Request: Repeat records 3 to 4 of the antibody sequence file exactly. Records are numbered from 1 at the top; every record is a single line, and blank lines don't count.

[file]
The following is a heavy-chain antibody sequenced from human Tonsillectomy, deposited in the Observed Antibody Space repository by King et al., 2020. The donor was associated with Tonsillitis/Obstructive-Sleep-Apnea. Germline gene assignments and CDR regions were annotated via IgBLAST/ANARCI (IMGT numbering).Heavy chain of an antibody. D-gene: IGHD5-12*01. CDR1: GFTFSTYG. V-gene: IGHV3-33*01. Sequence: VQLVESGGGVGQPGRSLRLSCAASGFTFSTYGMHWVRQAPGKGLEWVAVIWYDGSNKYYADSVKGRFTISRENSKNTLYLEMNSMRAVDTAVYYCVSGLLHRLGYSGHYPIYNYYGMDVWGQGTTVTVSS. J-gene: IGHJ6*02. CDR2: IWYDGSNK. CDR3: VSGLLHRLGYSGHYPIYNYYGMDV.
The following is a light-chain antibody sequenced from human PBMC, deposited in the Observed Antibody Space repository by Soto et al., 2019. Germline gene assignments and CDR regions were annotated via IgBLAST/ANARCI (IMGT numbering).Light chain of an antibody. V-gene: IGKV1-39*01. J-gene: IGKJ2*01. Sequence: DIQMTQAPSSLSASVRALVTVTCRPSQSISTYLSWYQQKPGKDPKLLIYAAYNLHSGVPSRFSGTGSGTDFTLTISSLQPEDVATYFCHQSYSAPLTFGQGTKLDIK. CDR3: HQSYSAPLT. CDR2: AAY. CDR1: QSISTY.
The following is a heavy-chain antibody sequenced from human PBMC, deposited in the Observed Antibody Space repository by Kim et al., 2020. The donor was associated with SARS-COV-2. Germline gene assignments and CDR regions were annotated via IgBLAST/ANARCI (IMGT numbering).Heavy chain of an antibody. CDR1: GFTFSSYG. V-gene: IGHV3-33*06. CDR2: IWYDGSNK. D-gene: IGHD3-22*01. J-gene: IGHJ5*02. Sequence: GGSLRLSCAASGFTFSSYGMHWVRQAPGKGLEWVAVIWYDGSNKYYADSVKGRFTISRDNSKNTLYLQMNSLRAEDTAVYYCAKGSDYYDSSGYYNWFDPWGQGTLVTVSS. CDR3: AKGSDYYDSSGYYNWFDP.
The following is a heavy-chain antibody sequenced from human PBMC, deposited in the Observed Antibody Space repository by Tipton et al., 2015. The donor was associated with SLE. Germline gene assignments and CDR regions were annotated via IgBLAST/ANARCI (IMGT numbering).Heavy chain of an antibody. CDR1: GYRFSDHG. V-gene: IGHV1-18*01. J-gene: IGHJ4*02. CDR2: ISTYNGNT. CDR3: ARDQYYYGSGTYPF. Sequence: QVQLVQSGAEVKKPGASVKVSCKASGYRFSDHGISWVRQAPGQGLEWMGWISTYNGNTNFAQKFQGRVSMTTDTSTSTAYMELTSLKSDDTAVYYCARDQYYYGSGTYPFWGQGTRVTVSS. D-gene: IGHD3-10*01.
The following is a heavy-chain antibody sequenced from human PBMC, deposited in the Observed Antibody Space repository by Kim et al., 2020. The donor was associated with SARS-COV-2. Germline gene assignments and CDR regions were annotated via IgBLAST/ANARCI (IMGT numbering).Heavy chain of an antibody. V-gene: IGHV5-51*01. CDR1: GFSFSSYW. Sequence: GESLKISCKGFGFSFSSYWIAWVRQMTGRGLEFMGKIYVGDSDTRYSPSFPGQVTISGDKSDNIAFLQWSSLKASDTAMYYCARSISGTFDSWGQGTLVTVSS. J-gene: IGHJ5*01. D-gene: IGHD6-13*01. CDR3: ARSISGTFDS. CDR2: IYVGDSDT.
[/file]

The following is a heavy-chain antibody sequenced from human PBMC, deposited in the Observed Antibody Space repository by Kim et al., 2020. The donor was associated with SARS-COV-2. Germline gene assignments and CDR regions were annotated via IgBLAST/ANARCI (IMGT numbering).Heavy chain of an antibody. CDR1: GFTFSSYG. V-gene: IGHV3-33*06. CDR2: IWYDGSNK. D-gene: IGHD3-22*01. J-gene: IGHJ5*02. Sequence: GGSLRLSCAASGFTFSSYGMHWVRQAPGKGLEWVAVIWYDGSNKYYADSVKGRFTISRDNSKNTLYLQMNSLRAEDTAVYYCAKGSDYYDSSGYYNWFDPWGQGTLVTVSS. CDR3: AKGSDYYDSSGYYNWFDP.
The following is a heavy-chain antibody sequenced from human PBMC, deposited in the Observed Antibody Space repository by Tipton et al., 2015. The donor was associated with SLE. Germline gene assignments and CDR regions were annotated via IgBLAST/ANARCI (IMGT numbering).Heavy chain of an antibody. CDR1: GYRFSDHG. V-gene: IGHV1-18*01. J-gene: IGHJ4*02. CDR2: ISTYNGNT. CDR3: ARDQYYYGSGTYPF. Sequence: QVQLVQSGAEVKKPGASVKVSCKASGYRFSDHGISWVRQAPGQGLEWMGWISTYNGNTNFAQKFQGRVSMTTDTSTSTAYMELTSLKSDDTAVYYCARDQYYYGSGTYPFWGQGTRVTVSS. D-gene: IGHD3-10*01.